Originally Posted by Epelba01
Thank you. How would you handle a situation where you set the fronts and center to large and would want to set a lower frequency and the surrounds are set for small and the recommended crossover frequency for those by the manufacturer is 100. I am a little confused or not truly understanding how to properly set things up.
The speakers that I have are the Definitive Technology supertowers 8040 with subs built in, and a center 8060 with a sub as well. Would I turn the sub setting to off in the speaker settings? Please advise. Thank you.
I will try to be very basic. The theory of all this is that low frequencies can not be localized by the human body simply because the phase shift between both ears is too small, so below 120Hz it is impossible to know the source direction of the pressure wave. This is why Dolby decided that everything in all the channels, under 80Hz, is best to have go to single source in order to avoid standing wave effects in the room and to optimize the perceived power vs. supplied power. This is good for movies, games, sports or even concerts recorded in any of the Dolby multichannel formats. In this case the bass will go to the LFE channel no matter what and the xover freq is fixed by the standard.
The problem comes when you want to play an analog source or a stereo source with full spectrum signal. In this case we have to rely on the crossover circuitry of the speakers or the one inside the receiver. It depends on the response of your speakers but nowadays receivers do the calibration across the whole spectrum and the result ensures the best response taking into account the response of the speakers and the room.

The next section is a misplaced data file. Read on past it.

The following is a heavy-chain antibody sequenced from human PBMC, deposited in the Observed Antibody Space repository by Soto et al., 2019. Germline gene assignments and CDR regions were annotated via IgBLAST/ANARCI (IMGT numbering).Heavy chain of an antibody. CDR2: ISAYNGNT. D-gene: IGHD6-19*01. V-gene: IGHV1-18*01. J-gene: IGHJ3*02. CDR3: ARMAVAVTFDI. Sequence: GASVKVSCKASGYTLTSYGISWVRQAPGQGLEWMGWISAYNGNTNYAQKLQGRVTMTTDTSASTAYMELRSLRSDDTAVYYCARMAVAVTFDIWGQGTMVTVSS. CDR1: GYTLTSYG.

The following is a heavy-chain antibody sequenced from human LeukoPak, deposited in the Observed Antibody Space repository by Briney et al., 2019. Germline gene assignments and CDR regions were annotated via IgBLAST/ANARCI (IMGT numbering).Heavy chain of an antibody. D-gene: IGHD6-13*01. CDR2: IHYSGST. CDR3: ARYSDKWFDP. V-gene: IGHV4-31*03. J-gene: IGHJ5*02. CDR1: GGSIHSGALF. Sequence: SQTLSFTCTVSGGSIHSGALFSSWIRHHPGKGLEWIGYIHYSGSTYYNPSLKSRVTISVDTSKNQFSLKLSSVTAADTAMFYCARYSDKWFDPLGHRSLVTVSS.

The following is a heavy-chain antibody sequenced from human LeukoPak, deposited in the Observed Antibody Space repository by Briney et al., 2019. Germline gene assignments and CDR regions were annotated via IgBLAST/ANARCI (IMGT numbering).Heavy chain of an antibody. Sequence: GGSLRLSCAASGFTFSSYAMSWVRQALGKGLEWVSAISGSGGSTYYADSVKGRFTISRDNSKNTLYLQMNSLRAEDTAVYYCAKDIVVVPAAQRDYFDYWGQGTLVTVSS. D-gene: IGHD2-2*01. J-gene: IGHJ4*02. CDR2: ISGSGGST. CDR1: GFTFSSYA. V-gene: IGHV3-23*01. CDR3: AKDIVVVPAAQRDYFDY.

In case you leave the whole spectrum to big channel speakers, then you are relying the filtering on the speaker internal xover circuit. You can do this by setting the speakers to LARGE.
What happens when you try to set speakers to large and also use the subwoofer? under this configuration you are just trying to use all the bass power in order to sum all the power. Well, the xover circuit inside the speakers adds some phase shift and it will just cancel the power coming from other speaker, and it is not the same for the whole frequency range. It is really a nightmare and there is no way to do it right even with state of the art technology. The easiest way is having a single bass signal going to 1 or more identical subwoofers. Only this way you ensure that the power is going to be in sync across the full bass spectrum and that it always be additive and never destructive. Nonetheless with more than one source you will always have standing wave effects if your room is too large. This is the reason why Dolby decided that having a fixed xover frequency is the only way to ensure the signal response.
IMHO, the best results should be obtained by setting the xover to 80-120HZ(try 100-120 in your case) in the receiver for all the channels and to the max in the back of the subwoofer. Then run full auto Advanced MCACC setting all the speakers to 'small' and sub to 'yes' and after that just tune it to your best preference. We all know that perceived fidelity is not the same than the objective fidelity and the final configuration should be the best of our ears and not for our spectrum analyzers.